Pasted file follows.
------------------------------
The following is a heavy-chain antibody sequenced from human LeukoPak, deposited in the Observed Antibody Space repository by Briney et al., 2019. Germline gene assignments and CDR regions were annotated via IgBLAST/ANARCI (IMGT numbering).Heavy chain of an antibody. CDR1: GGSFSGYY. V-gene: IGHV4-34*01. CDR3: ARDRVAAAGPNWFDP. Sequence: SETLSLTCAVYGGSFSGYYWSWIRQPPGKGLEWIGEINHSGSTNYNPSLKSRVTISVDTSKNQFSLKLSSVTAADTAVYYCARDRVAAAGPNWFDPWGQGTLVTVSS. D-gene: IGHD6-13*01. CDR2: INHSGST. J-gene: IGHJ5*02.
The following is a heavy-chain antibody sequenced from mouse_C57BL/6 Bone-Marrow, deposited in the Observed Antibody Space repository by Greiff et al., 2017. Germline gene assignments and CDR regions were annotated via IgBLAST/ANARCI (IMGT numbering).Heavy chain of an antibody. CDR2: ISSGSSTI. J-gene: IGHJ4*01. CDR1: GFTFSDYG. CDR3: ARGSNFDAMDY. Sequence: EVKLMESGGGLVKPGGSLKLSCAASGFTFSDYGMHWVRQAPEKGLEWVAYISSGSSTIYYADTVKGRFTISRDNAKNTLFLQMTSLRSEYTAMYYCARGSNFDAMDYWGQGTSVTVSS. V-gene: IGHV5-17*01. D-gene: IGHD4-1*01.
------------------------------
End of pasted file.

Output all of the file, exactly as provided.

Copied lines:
The following is a heavy-chain antibody sequenced from human LeukoPak, deposited in the Observed Antibody Space repository by Briney et al., 2019. Germline gene assignments and CDR regions were annotated via IgBLAST/ANARCI (IMGT numbering).Heavy chain of an antibody. CDR1: GGSFSGYY. V-gene: IGHV4-34*01. CDR3: ARDRVAAAGPNWFDP. Sequence: SETLSLTCAVYGGSFSGYYWSWIRQPPGKGLEWIGEINHSGSTNYNPSLKSRVTISVDTSKNQFSLKLSSVTAADTAVYYCARDRVAAAGPNWFDPWGQGTLVTVSS. D-gene: IGHD6-13*01. CDR2: INHSGST. J-gene: IGHJ5*02.
The following is a heavy-chain antibody sequenced from mouse_C57BL/6 Bone-Marrow, deposited in the Observed Antibody Space repository by Greiff et al., 2017. Germline gene assignments and CDR regions were annotated via IgBLAST/ANARCI (IMGT numbering).Heavy chain of an antibody. CDR2: ISSGSSTI. J-gene: IGHJ4*01. CDR1: GFTFSDYG. CDR3: ARGSNFDAMDY. Sequence: EVKLMESGGGLVKPGGSLKLSCAASGFTFSDYGMHWVRQAPEKGLEWVAYISSGSSTIYYADTVKGRFTISRDNAKNTLFLQMTSLRSEYTAMYYCARGSNFDAMDYWGQGTSVTVSS. V-gene: IGHV5-17*01. D-gene: IGHD4-1*01.